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Reducing Poverty and Inequality in India: Has Liberalization Helped?

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  • Jha, Raghbendra

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Abstract

This study examines the empirical relationship among inequality, poverty and economic growth in India. Using data on consumption from the 13th to the 55th Rounds of the National Sample Survey, the author computes, for both rural and urban sectors, the Gini coefficient and three popular measures of poverty. The observed changes in inequality and poverty are explained in terms of the behaviour of key macroeconomic aggregates. A sharp rise in rural and, particularly, urban inequality and only a marginal decline in poverty have characterized the post-reform period. The rise in inequality is explained in terms of an increase in the relative share of output going to capital as compared to labour, a drop in the rate of labour absorption and the rapid growth of the services sector. The rise in inequality has diminished the poverty-reducing effects of higher growth. The reforms have also been characterized by widening regional inequality. This is especially true in the case of the incidence of rural poverty, but also, to a lesser extent, urban poverty. Statistical convergence among states in terms of inequality, poverty and real mean consumption is weak. Several policy conclusions are advanced.

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Paper provided by The Australian National University, Arndt-Corden Department of Economics in its series Departmental Working Papers with number 2002-04.

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Length: 65 pages
Date of creation: 2002
Date of revision:
Handle: RePEc:pas:papers:2002-04

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  1. Ravallion, Martin & Datt, Gaurav, 1999. "When is growth pro-poor? Evidence from the diverse experiences of India's states," Policy Research Working Paper Series 2263, The World Bank.
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Citations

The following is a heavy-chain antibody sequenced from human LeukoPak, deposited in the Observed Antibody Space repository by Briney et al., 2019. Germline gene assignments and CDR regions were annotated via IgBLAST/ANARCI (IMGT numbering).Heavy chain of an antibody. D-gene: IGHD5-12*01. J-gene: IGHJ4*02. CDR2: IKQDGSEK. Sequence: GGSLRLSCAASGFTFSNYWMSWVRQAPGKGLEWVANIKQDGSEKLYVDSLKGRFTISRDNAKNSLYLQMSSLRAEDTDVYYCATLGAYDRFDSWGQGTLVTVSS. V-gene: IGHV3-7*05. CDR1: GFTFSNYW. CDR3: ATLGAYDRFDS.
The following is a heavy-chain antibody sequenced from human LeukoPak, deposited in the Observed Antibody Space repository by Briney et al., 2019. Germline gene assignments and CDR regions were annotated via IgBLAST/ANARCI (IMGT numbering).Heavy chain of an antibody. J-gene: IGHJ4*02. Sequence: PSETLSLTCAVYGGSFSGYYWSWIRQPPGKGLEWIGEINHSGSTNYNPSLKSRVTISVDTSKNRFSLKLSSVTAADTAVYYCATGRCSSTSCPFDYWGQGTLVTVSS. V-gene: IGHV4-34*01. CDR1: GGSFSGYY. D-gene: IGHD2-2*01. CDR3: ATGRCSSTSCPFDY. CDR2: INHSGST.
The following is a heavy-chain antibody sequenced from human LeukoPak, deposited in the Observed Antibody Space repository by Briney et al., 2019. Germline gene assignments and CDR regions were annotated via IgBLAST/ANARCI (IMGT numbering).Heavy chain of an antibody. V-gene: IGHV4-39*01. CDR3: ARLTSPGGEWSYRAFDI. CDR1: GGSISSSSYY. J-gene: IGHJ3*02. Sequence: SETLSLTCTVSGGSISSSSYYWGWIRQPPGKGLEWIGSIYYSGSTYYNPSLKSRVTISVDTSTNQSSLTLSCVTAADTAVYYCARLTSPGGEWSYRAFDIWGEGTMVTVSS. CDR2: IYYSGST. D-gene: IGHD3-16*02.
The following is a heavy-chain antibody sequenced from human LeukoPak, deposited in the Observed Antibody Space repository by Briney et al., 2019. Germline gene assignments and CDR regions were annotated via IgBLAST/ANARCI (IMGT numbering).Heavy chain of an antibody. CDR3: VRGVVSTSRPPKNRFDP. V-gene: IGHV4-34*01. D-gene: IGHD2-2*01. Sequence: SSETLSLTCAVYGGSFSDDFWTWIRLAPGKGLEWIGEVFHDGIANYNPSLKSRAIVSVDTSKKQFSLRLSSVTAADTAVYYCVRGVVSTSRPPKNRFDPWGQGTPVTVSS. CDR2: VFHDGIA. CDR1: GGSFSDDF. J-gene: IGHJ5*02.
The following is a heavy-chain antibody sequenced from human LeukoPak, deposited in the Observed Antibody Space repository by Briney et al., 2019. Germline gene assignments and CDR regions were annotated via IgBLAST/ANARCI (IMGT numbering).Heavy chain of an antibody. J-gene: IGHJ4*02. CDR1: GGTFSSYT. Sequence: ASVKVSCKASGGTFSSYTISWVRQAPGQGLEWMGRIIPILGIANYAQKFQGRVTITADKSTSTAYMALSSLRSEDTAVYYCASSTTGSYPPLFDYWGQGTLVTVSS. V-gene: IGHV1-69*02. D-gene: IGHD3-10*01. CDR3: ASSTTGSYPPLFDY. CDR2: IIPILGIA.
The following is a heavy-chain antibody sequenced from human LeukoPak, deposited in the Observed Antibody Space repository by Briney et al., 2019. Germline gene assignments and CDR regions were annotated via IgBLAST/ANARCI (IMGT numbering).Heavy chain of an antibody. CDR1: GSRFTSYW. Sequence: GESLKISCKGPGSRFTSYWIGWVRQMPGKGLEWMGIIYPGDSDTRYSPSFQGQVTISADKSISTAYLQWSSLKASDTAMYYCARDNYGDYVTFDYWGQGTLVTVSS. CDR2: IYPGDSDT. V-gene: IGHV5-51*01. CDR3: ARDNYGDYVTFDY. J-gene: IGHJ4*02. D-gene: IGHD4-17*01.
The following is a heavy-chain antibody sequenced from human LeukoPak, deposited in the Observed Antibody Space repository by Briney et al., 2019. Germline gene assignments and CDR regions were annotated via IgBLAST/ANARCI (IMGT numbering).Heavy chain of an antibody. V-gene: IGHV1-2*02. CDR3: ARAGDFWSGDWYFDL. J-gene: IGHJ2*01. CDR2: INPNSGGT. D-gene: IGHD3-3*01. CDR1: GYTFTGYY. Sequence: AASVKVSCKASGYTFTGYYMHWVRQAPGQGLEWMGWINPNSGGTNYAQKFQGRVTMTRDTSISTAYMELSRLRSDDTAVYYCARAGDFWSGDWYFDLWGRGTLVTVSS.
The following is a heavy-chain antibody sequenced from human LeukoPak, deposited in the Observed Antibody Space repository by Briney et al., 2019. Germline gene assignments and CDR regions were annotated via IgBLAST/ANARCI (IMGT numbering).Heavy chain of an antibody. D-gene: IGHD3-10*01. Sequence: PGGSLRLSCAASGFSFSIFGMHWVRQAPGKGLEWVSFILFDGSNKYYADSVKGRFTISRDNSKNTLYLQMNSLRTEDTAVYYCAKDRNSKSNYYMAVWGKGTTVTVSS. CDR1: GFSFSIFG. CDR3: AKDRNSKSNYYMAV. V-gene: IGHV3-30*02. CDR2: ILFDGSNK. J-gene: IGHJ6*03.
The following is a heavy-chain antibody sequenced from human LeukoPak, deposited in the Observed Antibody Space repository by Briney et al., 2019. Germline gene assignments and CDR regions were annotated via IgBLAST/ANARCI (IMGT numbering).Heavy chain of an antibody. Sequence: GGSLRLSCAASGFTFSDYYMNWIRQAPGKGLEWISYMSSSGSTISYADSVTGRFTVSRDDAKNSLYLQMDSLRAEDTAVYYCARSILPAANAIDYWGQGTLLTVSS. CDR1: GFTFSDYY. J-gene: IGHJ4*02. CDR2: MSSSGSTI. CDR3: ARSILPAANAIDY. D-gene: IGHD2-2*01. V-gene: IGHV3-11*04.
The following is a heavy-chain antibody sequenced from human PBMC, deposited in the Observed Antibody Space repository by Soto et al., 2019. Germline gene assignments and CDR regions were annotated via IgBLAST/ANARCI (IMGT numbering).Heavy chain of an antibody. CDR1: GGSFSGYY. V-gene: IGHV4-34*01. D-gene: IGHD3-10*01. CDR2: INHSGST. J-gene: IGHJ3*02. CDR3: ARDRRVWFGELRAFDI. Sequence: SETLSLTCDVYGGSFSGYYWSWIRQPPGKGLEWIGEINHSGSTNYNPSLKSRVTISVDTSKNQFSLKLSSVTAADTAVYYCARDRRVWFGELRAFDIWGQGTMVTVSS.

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Cited by:
  1. Dilip M. Nachane, 2010. "Liberalization, globalization and the dynamics of democracy in India," LSE Research Online Documents on Economics 38356, London School of Economics and Political Science, LSE Library.
  2. Singh, Nirvikar, 2005. "The Idea of South Asia and the Role of the Middle Class," Santa Cruz Department of Economics, Working Paper Series qt1ph1x8dv, Department of Economics, UC Santa Cruz.
  3. Shashanka Bhide & Nidhi Dhamija, 2010. "Dynamics of Chronic Poverty: Variations in Factors Influencing Entry and Exit of the Chronic Poor," Working Papers id:2950, eSocialSciences.
  4. Baliamoune-Lutz, Mina & Lutz, Stefan H., 2004. "Rural-urban inequality in Africa: A panel study of the effects of trade liberalization and financial deepening," ZEI Working Papers B 06-2004, ZEI - Center for European Integration Studies, University of Bonn.
  5. Gulati, Ashok & Fan, Shenggen & Dalafi, Sara, 2005. "The dragon and the elephant," DSGD discussion papers 22, International Food Policy Research Institute (IFPRI).
  6. Gaurav Datt & Martin Ravallion, 2002. "Is India's Economic Growth Leaving the Poor Behind?," Journal of Economic Perspectives, American Economic Association, vol. 16(3), pages 89-108, Summer.
  7. Raghbendra Jha & Bagala Biswal & Urvashi D. Biswal, 2001. "An Empirical Analysis of the Impact of Public Expenditures on Education and Health on Poverty in Indian States," ASARC Working Papers 2001-05, The Australian National University, Australia South Asia Research Centre.
  8. Raghbendra Jha, 2002. "Rural Poverty in India: Structure, determinants and suggestions for policy reform," ASARC Working Papers 2002-07, The Australian National University, Australia South Asia Research Centre.
  9. Bhattacharya, Haimanti & Innes, Robert, 2006. "Is There a Nexus between Poverty and Environment in Rural India?," 2006 Annual meeting, July 23-26, Long Beach, CA 21201, American Agricultural Economics Association (New Name 2008: Agricultural and Applied Economics Association).
  10. Raghbendra Jha, 2001. "The Challenge of Fiscal Reform in India," ASARC Working Papers 2001-11, The Australian National University, Australia South Asia Research Centre.
  11. Heshmati, Almas, 2004. "Regional Income Inequality in Selected Large Countries," IZA Discussion Papers 1307, Institute for the Study of Labor (IZA).

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